Meanwhile, in Upland, the loss, at the familial level and among those who knew Tyler, is incalculable and inexpressible.
Questions attend what befell him. He was a heavy testosterone user. Rare but still potential side effects from testosterone injection include irritability and depression. While it is possible that last week Tyler had fallen into a psychological trough, one from which he sought escape by the painless exit from life that fentanyl offered, that does not seem to be the case. Those close to him detected no such clouds over him. Had he fallen into a temporary funk and upped the previous dosages of fentanyl he was accustomed to overcome that depression? That question at this stage is likely never to be answered.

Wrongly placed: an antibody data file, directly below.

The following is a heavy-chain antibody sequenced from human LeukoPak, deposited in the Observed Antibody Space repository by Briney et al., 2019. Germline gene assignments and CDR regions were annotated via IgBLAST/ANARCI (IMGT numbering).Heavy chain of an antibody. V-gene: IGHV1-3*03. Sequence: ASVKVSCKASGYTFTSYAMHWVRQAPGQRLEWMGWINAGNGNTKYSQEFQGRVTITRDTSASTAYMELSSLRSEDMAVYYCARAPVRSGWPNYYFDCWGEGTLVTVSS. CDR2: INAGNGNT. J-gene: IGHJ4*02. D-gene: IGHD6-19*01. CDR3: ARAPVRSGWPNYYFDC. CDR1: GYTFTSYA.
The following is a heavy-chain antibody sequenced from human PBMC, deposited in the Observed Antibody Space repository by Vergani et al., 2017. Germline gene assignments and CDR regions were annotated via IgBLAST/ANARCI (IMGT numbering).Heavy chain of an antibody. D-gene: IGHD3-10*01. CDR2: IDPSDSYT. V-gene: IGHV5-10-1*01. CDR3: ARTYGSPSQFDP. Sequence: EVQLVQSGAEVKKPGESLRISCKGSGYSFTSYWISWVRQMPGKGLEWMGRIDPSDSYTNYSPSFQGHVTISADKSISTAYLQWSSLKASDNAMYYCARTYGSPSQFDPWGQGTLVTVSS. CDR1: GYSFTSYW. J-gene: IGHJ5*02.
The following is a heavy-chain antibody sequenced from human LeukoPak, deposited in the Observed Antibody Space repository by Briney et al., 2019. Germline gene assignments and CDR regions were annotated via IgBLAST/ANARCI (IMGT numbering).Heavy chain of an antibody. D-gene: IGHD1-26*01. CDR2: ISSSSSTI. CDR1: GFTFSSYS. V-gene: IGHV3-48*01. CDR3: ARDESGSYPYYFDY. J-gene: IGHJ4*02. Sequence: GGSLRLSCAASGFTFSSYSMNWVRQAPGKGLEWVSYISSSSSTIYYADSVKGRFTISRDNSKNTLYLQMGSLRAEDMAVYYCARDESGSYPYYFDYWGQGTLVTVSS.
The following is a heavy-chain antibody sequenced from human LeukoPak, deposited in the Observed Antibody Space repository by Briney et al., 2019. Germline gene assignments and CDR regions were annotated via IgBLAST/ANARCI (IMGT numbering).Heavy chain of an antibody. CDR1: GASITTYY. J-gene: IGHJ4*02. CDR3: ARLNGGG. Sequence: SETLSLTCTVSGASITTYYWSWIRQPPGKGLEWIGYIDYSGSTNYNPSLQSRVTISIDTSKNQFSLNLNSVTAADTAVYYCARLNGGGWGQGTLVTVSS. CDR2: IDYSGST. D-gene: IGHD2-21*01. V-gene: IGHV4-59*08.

A precious human life has been ended prematurely, one that held tremendous promise. To note that Tyler had fully transitioned into manhood, working out six days a week to develop a physique that the lion’s share of his male-born classmates envied does not capture what his intensity was. Nor will referencing his virtual straight A academic record capture his character. Lost forever, except in the minds of those who remember him, is his determination to be what he knew himself to be. His life has been taken and the lives of those around him have been tormentingly reduced by the scourge of the silent fentanyl epidemic.
By Mark Gutglueck